After a one-month wait following the Tohoku earthquake and tsunami, the 2011 world championships originally scheduled for Tokyo are under way in Moscow.
Prior to the catastrophe, Miki Ando looked like the favorite to win her second world title, having enjoyed an outstanding season that saw her win both Grand Prix events she entered as well as the national championships and Four Continents crowns.
Usually when an event is postponed, it favors the competitors who have been lagging in training or results, as it provides them with more time to prepare. So the conventional wisdom would say that both 2010 Olympic gold medalist Kim Yu Na and defending world champion Mao Asada might benefit the most by the delay.
Just the fact that Mao and Kim are taking part in the same competition is certain to generate an enormous amount of electricity among the viewing public and the media.
Kim has not competed since last year’s worlds (where she finished second to Mao). The extra month gave her more time to polish her short and long programs under the guidance of new coach Peter Oppegard.
Mao, who struggled with poor results during the Grand Prix season, rebounded to finish second at both the nationals and Four Continents.
However, the two-time world champion and her training partner, Takahiko Kozuka, had their training schedule interrupted after the disaster, when the Shin-Yokohama Skate Center closed down for several weeks.
The pair returned home to Nagoya, where they have been training with coach Nobuo Sato.
So at the end of the day, questions abound in the ladies’ singles event:
Will Kim make a dramatic return and retake the spotlight?
Can Mao win a third world title?
Will Ando complete her comeback with a second world championship?
Could Kanako Murakami (also known as “mini-Mao”) surprise and top the podium?
Is everyone underestimating Grand Prix Final and U.S. champion Alissa Czisny?
Perhaps the biggest question of all, is how the Japanese skaters will react on the world stage in the first international competition following the Tokohu disaster?
Whatever happens, it will be great theater. It’s just a pity that it won’t be in Tokyo.
The men’s singles will also boast a talented field led by defending world champion Daisuke Takahashi. He will compete with the likes of Kozuka, Nobunari Oda, Grand Prix Final and Canadian champion Patrick Chan, and up-and-coming European champion Florent Amodio.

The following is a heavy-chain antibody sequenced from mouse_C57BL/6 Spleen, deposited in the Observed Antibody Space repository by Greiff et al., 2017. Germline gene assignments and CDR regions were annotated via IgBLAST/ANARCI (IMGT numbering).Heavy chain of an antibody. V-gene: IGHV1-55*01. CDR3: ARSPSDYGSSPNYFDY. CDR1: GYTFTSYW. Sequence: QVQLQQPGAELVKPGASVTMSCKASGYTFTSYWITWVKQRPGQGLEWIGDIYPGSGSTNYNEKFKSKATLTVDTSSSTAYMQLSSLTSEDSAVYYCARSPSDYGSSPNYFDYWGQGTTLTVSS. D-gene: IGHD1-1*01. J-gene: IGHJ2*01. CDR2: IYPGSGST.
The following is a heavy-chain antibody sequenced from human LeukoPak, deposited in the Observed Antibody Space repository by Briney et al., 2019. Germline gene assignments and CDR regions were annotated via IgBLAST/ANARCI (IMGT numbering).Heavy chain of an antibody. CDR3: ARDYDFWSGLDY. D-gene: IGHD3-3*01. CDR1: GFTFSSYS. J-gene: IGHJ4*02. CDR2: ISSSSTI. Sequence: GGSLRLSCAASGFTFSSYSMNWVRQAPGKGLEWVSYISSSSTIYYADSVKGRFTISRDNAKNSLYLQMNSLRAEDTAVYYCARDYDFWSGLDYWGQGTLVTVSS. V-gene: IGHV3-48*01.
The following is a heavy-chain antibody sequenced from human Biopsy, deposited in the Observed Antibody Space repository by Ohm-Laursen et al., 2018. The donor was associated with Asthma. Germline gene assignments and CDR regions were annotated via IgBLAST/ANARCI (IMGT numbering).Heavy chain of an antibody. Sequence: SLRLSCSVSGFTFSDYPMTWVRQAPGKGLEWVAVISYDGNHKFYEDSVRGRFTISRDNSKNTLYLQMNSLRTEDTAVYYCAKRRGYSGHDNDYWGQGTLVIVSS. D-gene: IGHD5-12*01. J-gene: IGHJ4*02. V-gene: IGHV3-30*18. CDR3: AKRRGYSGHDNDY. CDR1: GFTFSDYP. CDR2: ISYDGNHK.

Takahashi and Chan are the favorites entering the contest, but there could still be an unexpected winner.
Blast from the past: Midori Ito, the 1989 world champion and 1992 Olympic silver medalist, is making a comeback of sorts. She has entered the adult world skating championships to be held in Germany in June.
Ito has not skated competitively since her short-lived comeback in 1997, when she attempted to make a run at the Nagano Olympics.
News of her return quickly circulated around the skating world, with inquiries made as to whether the story was legitimate. Indeed it is.
A skating insider told Ice Time: “Midori will go to Oberstdorf. She is skating twice a week. The only issue is old pain in her right knee that is bothering her. She is trying to fight through it.”
Close call: Sendai native Yuzuru Hanyu, the 2010 world junior champion, was training on the ice in his hometown when the 9.0 earthquake hit on March 11. Like many who felt the massive jolt, he headed for nearest exit.
“I could not do anything,” he told goldenskate.com. “What I could do at that time was just try to stay on my feet. As soon as the big quake stopped, I ran out of the building in my skating boots. I had no time to put on the blade covers, so my blades were damaged. I was terrified of the natural disaster.”
Hanyu saw his training seriously disrupted by the titanic tremor.
“It was 10 days after the earthquake before I could start skating again,” he told the website. “I went to Hachinohe City, Aomori Prefecture, with my coach and our club members, and now I am practicing at the Kanagawa Skating Rink in Yokohama City.”
Olympic news: The IOC approved a team figure skating event for the 2014 Sochi Games at a meeting in London last month. The competition will be similar to the World Team Trophy, which was scheduled to be held this month in Yokohama but canceled after the earthquake and tsunami.
Teams will consist of two men, two women, and one pair and one ice dance duo. The United States won the inaugural World Team Trophy in Tokyo two years ago, with Canada placing second and Japan third.